"We convey our heartfelt condolences to the bereaved family members and pray to the almighty to let his departed soul rest in peace and give courage to the members of the Prasad family to bear this irreparable loss," wrote the Indian Commercial Pilots' Association (ICPA), an Air India union of pilots flying narrow-body planes on short-haul domestic and international routes. Indeed, Captain Prasad's good nature was hailed by one and all.
Captain Prasad joined Air India as a flight dispatcher in December 1995. His role was to assist pilots in planning flight paths, taking into consideration factors like aircraft performance and loading, airspace restrictions, airport and runway conditions and weather conditions. He was so meticulous in his planning that he left the pilots in awe, according to a source. His flight plan would be clearly marked, all important features highlighted and he would be ready for any query that the pilots may have had, right down to where they had to take a diversion, where the runway was closed, what alternate runway was available and whether it would support the type of aircraft in question.
Another aspect of his character that made him stand apart was his professionalism, according to an industry old-timer. Captain Prasad possessed a Commercial Pilot Licence (CPL), but as a flight dispatcher, was always mindful of the professional hierarchy, never trying to be too friendly or casual with pilots and co-pilots despite being equally and perhaps more qualified and despite being in the same age group. In spite of being a CPL-holder, he never tried to show off, nor was there any effort to exert influence. He always stayed grounded and did his job to the best of his abilities and insisted that the others did likewise.
According to another anecdote, he would give his 'seniors' company in the bar though he himself neither drank nor smoked.
Captain Prasad's knowledge was impeccable and armed with this and his passion and hard work, he came up through the ranks, becoming a First Officer (FO), and ultimately, a commander, setting glorious examples at every step. In fact, there was an incident when as a FO, he was flying to Newark in winter. The conditions were hostile. The runways were shutting down and CAT-II conditions prevailed. According to the US Federal Aviation Administration (FAA), a Category-II approach is a precision instrument approach and landing with a decision height lower than 200 feet (60 m) but not lower than 100 feet (30 m), and a runway visual range less than 2,400 feet (800 m) but not less than 1,200 feet (350 m). When the pilot prepared to descend and began his briefing, he realised that FO Prasad had much more to offer and, therefore, let him take over, a source said.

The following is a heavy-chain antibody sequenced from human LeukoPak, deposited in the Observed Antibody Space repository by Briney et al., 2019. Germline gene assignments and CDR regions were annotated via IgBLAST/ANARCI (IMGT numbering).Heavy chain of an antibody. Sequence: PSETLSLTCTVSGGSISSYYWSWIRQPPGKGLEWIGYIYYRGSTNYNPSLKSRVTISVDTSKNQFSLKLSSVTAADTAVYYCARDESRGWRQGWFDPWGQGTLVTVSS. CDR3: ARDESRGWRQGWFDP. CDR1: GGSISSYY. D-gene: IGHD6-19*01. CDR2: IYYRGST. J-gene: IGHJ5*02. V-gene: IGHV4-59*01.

When he finally became a senior captain, his nature did not change and arrogance stayed unknown to him, despite achieving so much by dint of his sheer grit and determination. This is something all his friends concurred on.
Captain Prasad commanded the top-notch Boeing 777 aircraft, which many aspiring pilots dream of flying. He was actively involved in flying cargo missions to the Covid epicentre of China (Shanghai and Guangzhou) when the pandemic broke out last year. One would recall that India had launched the Lifeline Udan mission immediately after the nationwide lockdown was imposed in March 2020. The mission's objective was to carry medical and other essential supplies to the remotest corners of India and also abroad. It also looked to carry supplies to India from foreign lands. Captain Prasad had also been flying VBM flights to the US and back till he fell ill.
Captain Prasad's demise was followed by those of Captains Sandeep Rana, GPS Gill, Prasad Karmarkar and Harsh Tiwari, making it five Air India pilot deaths in just a month.
Civil Aviation Minister Hardeep Singh Puri had said in Parliament on February 11 that a total of 1,995 Air India personnel, including those deployed on the VBM, had tested Covid-positive till February 1. Out of them, 583 were hospitalised. Nineteen Air India ground staff had died due to Covid-19 and other complications.